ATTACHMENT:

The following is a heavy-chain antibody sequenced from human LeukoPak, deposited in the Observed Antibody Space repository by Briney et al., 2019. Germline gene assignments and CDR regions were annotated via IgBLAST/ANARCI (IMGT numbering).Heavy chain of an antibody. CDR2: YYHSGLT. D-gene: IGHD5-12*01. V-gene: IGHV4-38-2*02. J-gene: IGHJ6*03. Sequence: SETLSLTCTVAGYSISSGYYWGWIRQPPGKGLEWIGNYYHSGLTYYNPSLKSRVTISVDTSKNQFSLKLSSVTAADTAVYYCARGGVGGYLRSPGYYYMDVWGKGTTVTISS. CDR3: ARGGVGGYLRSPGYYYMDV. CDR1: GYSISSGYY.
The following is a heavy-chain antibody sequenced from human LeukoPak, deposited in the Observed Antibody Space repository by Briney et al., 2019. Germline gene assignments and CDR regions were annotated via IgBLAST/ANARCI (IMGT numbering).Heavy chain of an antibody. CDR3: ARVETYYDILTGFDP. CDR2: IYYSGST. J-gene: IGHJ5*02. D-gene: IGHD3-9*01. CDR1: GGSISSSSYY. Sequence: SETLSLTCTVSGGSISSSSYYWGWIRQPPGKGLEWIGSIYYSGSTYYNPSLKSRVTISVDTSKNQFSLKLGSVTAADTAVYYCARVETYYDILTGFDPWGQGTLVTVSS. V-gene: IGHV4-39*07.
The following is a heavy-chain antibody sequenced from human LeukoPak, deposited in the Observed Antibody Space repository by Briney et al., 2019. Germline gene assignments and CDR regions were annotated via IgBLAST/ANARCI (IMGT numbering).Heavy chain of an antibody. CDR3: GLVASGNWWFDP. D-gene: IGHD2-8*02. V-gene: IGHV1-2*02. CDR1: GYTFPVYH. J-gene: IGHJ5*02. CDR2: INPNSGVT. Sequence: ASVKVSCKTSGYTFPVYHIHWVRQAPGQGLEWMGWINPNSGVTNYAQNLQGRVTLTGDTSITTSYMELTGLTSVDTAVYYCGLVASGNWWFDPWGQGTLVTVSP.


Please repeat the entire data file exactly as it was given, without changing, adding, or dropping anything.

The following is a heavy-chain antibody sequenced from human LeukoPak, deposited in the Observed Antibody Space repository by Briney et al., 2019. Germline gene assignments and CDR regions were annotated via IgBLAST/ANARCI (IMGT numbering).Heavy chain of an antibody. CDR2: YYHSGLT. D-gene: IGHD5-12*01. V-gene: IGHV4-38-2*02. J-gene: IGHJ6*03. Sequence: SETLSLTCTVAGYSISSGYYWGWIRQPPGKGLEWIGNYYHSGLTYYNPSLKSRVTISVDTSKNQFSLKLSSVTAADTAVYYCARGGVGGYLRSPGYYYMDVWGKGTTVTISS. CDR3: ARGGVGGYLRSPGYYYMDV. CDR1: GYSISSGYY.
The following is a heavy-chain antibody sequenced from human LeukoPak, deposited in the Observed Antibody Space repository by Briney et al., 2019. Germline gene assignments and CDR regions were annotated via IgBLAST/ANARCI (IMGT numbering).Heavy chain of an antibody. CDR3: ARVETYYDILTGFDP. CDR2: IYYSGST. J-gene: IGHJ5*02. D-gene: IGHD3-9*01. CDR1: GGSISSSSYY. Sequence: SETLSLTCTVSGGSISSSSYYWGWIRQPPGKGLEWIGSIYYSGSTYYNPSLKSRVTISVDTSKNQFSLKLGSVTAADTAVYYCARVETYYDILTGFDPWGQGTLVTVSS. V-gene: IGHV4-39*07.
The following is a heavy-chain antibody sequenced from human LeukoPak, deposited in the Observed Antibody Space repository by Briney et al., 2019. Germline gene assignments and CDR regions were annotated via IgBLAST/ANARCI (IMGT numbering).Heavy chain of an antibody. CDR3: GLVASGNWWFDP. D-gene: IGHD2-8*02. V-gene: IGHV1-2*02. CDR1: GYTFPVYH. J-gene: IGHJ5*02. CDR2: INPNSGVT. Sequence: ASVKVSCKTSGYTFPVYHIHWVRQAPGQGLEWMGWINPNSGVTNYAQNLQGRVTLTGDTSITTSYMELTGLTSVDTAVYYCGLVASGNWWFDPWGQGTLVTVSP.